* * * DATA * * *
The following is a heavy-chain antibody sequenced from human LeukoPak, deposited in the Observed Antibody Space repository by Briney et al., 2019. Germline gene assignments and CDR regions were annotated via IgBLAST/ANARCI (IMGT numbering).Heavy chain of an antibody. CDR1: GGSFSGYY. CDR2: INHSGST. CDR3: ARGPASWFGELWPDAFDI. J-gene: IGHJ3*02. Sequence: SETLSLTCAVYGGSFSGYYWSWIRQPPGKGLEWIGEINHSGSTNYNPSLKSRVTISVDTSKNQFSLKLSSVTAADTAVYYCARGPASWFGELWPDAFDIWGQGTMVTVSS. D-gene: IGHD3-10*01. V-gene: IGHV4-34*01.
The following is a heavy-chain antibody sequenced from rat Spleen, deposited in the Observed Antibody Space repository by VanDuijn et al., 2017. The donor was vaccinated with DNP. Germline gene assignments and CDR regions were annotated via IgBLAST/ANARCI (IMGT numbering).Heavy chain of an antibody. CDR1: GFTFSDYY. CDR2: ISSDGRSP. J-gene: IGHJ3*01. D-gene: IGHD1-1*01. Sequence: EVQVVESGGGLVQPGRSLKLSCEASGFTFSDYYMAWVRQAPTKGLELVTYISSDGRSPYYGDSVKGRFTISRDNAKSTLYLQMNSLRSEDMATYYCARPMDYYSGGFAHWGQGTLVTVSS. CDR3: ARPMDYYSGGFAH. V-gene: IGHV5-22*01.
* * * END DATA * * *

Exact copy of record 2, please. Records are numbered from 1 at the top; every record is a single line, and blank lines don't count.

The following is a heavy-chain antibody sequenced from rat Spleen, deposited in the Observed Antibody Space repository by VanDuijn et al., 2017. The donor was vaccinated with DNP. Germline gene assignments and CDR regions were annotated via IgBLAST/ANARCI (IMGT numbering).Heavy chain of an antibody. CDR1: GFTFSDYY. CDR2: ISSDGRSP. J-gene: IGHJ3*01. D-gene: IGHD1-1*01. Sequence: EVQVVESGGGLVQPGRSLKLSCEASGFTFSDYYMAWVRQAPTKGLELVTYISSDGRSPYYGDSVKGRFTISRDNAKSTLYLQMNSLRSEDMATYYCARPMDYYSGGFAHWGQGTLVTVSS. CDR3: ARPMDYYSGGFAH. V-gene: IGHV5-22*01.